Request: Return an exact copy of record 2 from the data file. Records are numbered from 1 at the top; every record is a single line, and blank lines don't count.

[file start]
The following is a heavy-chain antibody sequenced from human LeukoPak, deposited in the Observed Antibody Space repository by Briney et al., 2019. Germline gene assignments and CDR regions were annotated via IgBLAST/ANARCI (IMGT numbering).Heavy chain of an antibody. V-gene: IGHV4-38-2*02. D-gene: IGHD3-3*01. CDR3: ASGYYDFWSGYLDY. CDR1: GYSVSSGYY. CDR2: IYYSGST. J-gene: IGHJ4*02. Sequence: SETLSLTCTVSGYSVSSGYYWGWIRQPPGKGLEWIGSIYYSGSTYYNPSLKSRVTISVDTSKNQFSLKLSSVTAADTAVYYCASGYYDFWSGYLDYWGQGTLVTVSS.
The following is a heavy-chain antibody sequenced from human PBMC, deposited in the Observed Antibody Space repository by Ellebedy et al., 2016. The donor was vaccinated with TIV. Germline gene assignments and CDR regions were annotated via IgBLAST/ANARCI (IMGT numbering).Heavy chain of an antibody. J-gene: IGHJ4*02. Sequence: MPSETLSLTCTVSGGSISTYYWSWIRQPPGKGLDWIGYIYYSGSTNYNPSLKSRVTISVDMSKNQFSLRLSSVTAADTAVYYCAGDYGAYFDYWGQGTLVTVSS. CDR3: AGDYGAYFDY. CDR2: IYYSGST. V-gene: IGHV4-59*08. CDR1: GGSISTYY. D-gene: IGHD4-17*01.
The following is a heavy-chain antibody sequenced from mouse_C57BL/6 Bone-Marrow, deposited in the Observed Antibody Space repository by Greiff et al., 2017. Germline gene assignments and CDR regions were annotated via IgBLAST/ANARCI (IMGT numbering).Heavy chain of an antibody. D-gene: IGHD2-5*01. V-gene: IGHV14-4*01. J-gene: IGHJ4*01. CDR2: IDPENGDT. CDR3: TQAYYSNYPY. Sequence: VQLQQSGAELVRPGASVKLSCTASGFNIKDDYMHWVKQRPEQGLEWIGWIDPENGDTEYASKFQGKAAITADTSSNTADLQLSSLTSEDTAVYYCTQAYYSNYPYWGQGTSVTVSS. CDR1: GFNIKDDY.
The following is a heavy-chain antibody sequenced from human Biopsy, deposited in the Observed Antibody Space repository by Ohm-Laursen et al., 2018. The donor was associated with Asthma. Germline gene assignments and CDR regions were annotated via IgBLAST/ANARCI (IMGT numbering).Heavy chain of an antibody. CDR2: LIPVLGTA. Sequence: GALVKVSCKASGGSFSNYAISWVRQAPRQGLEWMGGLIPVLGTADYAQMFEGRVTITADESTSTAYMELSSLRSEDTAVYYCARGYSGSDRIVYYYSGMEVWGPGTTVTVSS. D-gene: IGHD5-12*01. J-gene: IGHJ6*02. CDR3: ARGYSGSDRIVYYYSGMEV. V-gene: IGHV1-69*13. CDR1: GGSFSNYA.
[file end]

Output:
The following is a heavy-chain antibody sequenced from human PBMC, deposited in the Observed Antibody Space repository by Ellebedy et al., 2016. The donor was vaccinated with TIV. Germline gene assignments and CDR regions were annotated via IgBLAST/ANARCI (IMGT numbering).Heavy chain of an antibody. J-gene: IGHJ4*02. Sequence: MPSETLSLTCTVSGGSISTYYWSWIRQPPGKGLDWIGYIYYSGSTNYNPSLKSRVTISVDMSKNQFSLRLSSVTAADTAVYYCAGDYGAYFDYWGQGTLVTVSS. CDR3: AGDYGAYFDY. CDR2: IYYSGST. V-gene: IGHV4-59*08. CDR1: GGSISTYY. D-gene: IGHD4-17*01.